This searchable database contains bibliographic information for literature (research-based and policy/practice) relating to dispute resolution in special education.

CADRE is interested in identifying additional articles and publications to include in this database. If you are aware of other such resources, please send an email to with as much information as possible about the resource (e.g., title, author, source, date), and include a copy of the publication or a URL link, if available.

Claims, barriers, and satisfaction.

This article explores the issue of requests for additional special education services. In their study, the authors identified which parents of children who receive special education services make claims for additional related services; the barriers these parents report facing in obtaining such...Learn more

Evaluation of Family Empowerment Centers.

This report synthesizes the quantitative and qualitative evaluation data related to Family Empowerment Centers (FEC) in California. Data was obtained from surveys of parents and professionals, parent focus groups, and interviews with FEC center directors, center personnel, and other professionals...Learn more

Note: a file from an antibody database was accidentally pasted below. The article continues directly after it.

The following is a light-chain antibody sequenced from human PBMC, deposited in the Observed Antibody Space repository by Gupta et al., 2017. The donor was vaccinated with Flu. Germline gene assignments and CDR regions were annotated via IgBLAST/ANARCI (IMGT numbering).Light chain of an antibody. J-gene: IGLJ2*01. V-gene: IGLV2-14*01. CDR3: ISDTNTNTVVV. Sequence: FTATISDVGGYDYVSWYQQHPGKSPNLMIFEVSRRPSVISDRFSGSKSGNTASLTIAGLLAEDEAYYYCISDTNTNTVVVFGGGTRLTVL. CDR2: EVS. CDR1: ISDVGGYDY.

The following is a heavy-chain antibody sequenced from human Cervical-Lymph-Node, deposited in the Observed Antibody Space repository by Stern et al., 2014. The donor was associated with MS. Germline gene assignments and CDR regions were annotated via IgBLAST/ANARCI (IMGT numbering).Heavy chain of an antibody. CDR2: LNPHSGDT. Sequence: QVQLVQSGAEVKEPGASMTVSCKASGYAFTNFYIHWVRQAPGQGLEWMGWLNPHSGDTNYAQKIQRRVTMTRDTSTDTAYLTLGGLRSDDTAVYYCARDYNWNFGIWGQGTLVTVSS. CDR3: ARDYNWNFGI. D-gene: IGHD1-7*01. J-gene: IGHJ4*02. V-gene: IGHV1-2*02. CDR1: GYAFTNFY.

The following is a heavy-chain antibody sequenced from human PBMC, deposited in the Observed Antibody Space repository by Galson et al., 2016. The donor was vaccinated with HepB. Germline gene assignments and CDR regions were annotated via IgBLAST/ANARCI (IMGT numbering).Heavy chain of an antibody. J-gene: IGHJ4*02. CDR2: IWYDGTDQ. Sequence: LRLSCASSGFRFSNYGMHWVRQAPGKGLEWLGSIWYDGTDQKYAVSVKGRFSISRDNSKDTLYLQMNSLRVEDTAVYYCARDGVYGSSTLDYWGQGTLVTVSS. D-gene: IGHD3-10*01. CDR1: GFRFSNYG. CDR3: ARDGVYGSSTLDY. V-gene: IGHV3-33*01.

Family perceptions of student centered planning and IEP meetings.

Given the documented benefits of family involvement in educational planning, engaging families throughout the school years is strongly advocated. However, barriers continue to impede families from collaborative partnering in educational planning. In this qualitative study the perceptions of six...Learn more

Optional IDEA alternative dispute resolution.

This In-Depth Policy Analysis is the result of findings based on a survey sent to all special education units of state education agencies. The survey requested information about the use of 10 alternative dispute resolution processes not specifically required under IDEA, the extent of their use, and...Learn more

Parents' Perceptions of Engagement During IEP Meetings

[Abstract] "Parents of special education students may take a passive role at individual education planning (IEP) meetings. This passivity often results in poor planning and reduced student performance at school. Understanding parent experiences during IEP meetings for children could help...Learn more